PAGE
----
Firstly, the name is a bit of a mouthful, but every part of this camera’s long name actually means something:
- QL stands for Quick Loading, a clever system that makes loading film fast and foolproof
- 17 refers to the six-element 40mm f/1.7 lens, highly praised for its “Leica-like” sharpness and ability to focus as close as 2.6 feet
- G means “grade up” and recognizes quality improvements over the earlier Canonet QL17
- III represents the third (and final) generation of Canonets
Secondly, although it’s often dubbed the “Poor Man’s Leica” this is a fantastic little camera which can stand shoulder to shoulder with much more expensive rangefinder cameras. The Canonet GIII QL17 was Canon’s best-selling camera for over 11 years, and is the world's top selling rangefinder (with inbuilt light meter) a record unlikely to be broken. According to CameraQuest.com …
For me the attraction to buying this camera was its classis 70s styling. When I take this out around the town, it elicits admiration from people who don’t even know anything about cameras. There was a saying in the early days of flight that if a plane “looked right, it will fly right”. Well this little camera just looks the business, a no-nonsense camera, which just oozes vintage style. For me, who grew up in the 60s and 70s modern camera no matter how good the quality of the image just feel like cheap, plastic rubbish. There is something extraordinary satisfactory in holding a rangefinder camera; the weight and metal construction, the quality of construction and the fact it doesn’t even need a battery to work means this is something that was made before designed obsolescence. If - God willing - film is still around in 100 years you can still create document the world with a rangefinder camera.
The Canonet QL17 GIII is the last Canonet produced, and the culmination of Canon’s quest for a better camera. In recent years it has attracted a cult following, and has received glowing reviews from litany of rangefinder enthusiasts such as The Mijonju Show, Steve Huff, Chase Jarvis and of course Bellamy Hunt, the Japan Camera Hunter who owns multiple black models.
There are two variants of the camera, one produced in Taiwan, and the other produced in Japan. The black lacquer model is the rarest and most sought after of all, which is likely to cost you 3-4 times the cost of an ordinary chrome model. However, don’t get too obsessed about just owning a black model, or even the GIII. The earlier models are still very fine cameras, and the only difference between the QL17 and the GIII is that it has a battery indicator light.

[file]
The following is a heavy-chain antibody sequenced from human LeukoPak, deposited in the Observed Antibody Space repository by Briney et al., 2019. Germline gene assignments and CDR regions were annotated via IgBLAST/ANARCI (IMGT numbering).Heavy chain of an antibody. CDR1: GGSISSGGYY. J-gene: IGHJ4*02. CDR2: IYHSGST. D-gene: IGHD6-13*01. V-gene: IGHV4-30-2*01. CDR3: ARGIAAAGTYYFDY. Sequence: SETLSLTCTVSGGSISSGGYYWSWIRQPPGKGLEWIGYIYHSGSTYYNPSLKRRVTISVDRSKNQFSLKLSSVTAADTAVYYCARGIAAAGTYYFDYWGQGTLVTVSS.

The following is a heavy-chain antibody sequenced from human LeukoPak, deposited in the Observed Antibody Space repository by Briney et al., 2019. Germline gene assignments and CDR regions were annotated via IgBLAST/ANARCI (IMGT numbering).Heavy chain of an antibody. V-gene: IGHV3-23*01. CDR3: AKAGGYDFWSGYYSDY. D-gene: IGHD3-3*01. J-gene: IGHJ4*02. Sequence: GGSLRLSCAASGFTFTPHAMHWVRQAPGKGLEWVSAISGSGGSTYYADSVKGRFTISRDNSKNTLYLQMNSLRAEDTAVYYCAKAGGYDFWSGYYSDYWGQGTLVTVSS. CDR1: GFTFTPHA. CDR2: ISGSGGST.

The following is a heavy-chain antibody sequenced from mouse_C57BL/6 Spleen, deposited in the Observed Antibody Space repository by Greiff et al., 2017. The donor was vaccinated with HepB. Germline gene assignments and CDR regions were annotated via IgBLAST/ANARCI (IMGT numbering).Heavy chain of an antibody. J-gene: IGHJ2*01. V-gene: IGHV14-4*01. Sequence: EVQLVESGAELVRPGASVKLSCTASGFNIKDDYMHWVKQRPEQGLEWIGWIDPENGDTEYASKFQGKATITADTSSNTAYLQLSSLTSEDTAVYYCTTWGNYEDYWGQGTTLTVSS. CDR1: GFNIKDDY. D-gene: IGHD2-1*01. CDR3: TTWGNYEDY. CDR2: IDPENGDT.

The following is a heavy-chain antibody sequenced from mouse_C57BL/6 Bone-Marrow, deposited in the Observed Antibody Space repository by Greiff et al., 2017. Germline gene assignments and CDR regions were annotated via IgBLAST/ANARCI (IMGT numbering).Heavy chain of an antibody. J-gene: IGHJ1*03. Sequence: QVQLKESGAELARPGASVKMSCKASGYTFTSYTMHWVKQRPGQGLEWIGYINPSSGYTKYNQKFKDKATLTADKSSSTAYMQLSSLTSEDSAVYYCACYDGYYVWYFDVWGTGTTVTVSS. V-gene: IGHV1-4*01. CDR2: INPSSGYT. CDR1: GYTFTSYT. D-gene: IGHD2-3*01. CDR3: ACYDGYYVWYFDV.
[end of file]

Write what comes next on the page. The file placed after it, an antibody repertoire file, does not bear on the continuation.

CANONET VS. LEICA
The Canonet QL17 GIII, often referred to as the “Poor Man’s Leica” is much better than that, but it’s not fair to compare it to Leica as it was never intended to compete with it. But for what it was designed to be - a small, easy to use rangefinder - it was the best-selling of its type in the world, and it offers some great features.
Unlike the notoriously difficult film loading system of the Leica the Canon’s QL (Quick Load) film-loading system is a joy to use, taking only seconds before you’re ready to shoot the first frame.
The Canonet’s 40mm lens is the closest to a true “normal” lens, which is roughly 42mm. I know purists will tell you 35mm, or 50mm, but scientifically 42mm is as close as you can get to the camera taking what you see through the lens, and thus the little Canonet outperforms many of its more expensive counterparts.
Another distinctive advantage that the Canonet offers over the Leica is its internal leaf shutter that allows you to sync its flash unit at all shutter speeds - particularly useful for outdoor, fill lighting. It also boasts a shutter priority ‘Automatic’ mode (with exposure lock), while still offering full manual control - like the Leica, yes - but unique among relatively inexpensive rangefinders of its day.
Best of all, if for some reason your Canonet breaks down, or gets stolen, you can pick up a chrome model for as little as $50 on eBay. Even a poor quality Leica will set you back 10-20 times that much.
Canonet gallery courtesy of Kevin Lim. Take a look at his Canonet review.
- 400 ISO seems to give the best results in the Canonet, but it will produce great results with any film.
- Be warned that it is very common for the battery indicator light to be broken, and they run on 1.35v mercury cells which you need to get modern equivalents. But the Canonet works perfectly as a manual camera with no battery whatsoever, just like a manual Leica you will need a separate meter, or use the Sunny 16 rule.
- Beware when buying second-hand Canonets that invariably the light seals will need replacing, kits are available from as little as $9 on eBay.
- Turning the meter off – virtually … While Canon recommends that you place a cap on the lens when not in use to conserve the battery associated with the meter (acting as something loosely akin to an ‘off’ switch), simply rotating the aperture ring away from the ‘A’ (automatic) marking to any manual f-stop will also extend the battery life by the same amount.
- The Canonet uses an uncommon 48mm filter thread, buy a 48-49mm step up adapter.
1 Camera 1 Year
If you want to see the quality of images that the Canonet QL17 GII is capable of capturing, have a look at James Hooton’s - 1 Camera 1 Year project http://www.1camera1year.tumblr.com
Canonet QL17 GIII Flickr Group
The “CANONET mon amour” group on Flickr
Downloadable PDF Instruction Manual
Cheyenne Morrison is a photographer and purveyor of Polaroid art. He writes for Pryme Magazine.